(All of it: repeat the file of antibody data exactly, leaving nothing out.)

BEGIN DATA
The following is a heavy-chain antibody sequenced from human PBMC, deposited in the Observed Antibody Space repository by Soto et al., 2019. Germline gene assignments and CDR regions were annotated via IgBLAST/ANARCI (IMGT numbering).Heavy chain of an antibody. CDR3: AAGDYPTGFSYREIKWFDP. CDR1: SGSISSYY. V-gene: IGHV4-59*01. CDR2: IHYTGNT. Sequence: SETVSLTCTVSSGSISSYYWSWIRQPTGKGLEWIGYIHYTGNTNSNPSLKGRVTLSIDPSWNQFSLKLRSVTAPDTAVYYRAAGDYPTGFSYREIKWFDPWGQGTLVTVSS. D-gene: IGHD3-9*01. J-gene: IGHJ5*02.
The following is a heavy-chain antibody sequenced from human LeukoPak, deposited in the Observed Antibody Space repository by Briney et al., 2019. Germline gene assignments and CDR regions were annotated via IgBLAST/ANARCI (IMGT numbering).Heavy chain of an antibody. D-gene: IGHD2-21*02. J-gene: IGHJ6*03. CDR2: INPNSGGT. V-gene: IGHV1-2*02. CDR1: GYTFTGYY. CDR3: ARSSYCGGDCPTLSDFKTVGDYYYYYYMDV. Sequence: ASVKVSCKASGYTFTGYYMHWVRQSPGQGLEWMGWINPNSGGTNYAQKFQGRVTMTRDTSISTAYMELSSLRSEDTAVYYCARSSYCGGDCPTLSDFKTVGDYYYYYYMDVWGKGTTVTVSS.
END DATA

The following is a heavy-chain antibody sequenced from human PBMC, deposited in the Observed Antibody Space repository by Soto et al., 2019. Germline gene assignments and CDR regions were annotated via IgBLAST/ANARCI (IMGT numbering).Heavy chain of an antibody. CDR3: AAGDYPTGFSYREIKWFDP. CDR1: SGSISSYY. V-gene: IGHV4-59*01. CDR2: IHYTGNT. Sequence: SETVSLTCTVSSGSISSYYWSWIRQPTGKGLEWIGYIHYTGNTNSNPSLKGRVTLSIDPSWNQFSLKLRSVTAPDTAVYYRAAGDYPTGFSYREIKWFDPWGQGTLVTVSS. D-gene: IGHD3-9*01. J-gene: IGHJ5*02.
The following is a heavy-chain antibody sequenced from human LeukoPak, deposited in the Observed Antibody Space repository by Briney et al., 2019. Germline gene assignments and CDR regions were annotated via IgBLAST/ANARCI (IMGT numbering).Heavy chain of an antibody. D-gene: IGHD2-21*02. J-gene: IGHJ6*03. CDR2: INPNSGGT. V-gene: IGHV1-2*02. CDR1: GYTFTGYY. CDR3: ARSSYCGGDCPTLSDFKTVGDYYYYYYMDV. Sequence: ASVKVSCKASGYTFTGYYMHWVRQSPGQGLEWMGWINPNSGGTNYAQKFQGRVTMTRDTSISTAYMELSSLRSEDTAVYYCARSSYCGGDCPTLSDFKTVGDYYYYYYMDVWGKGTTVTVSS.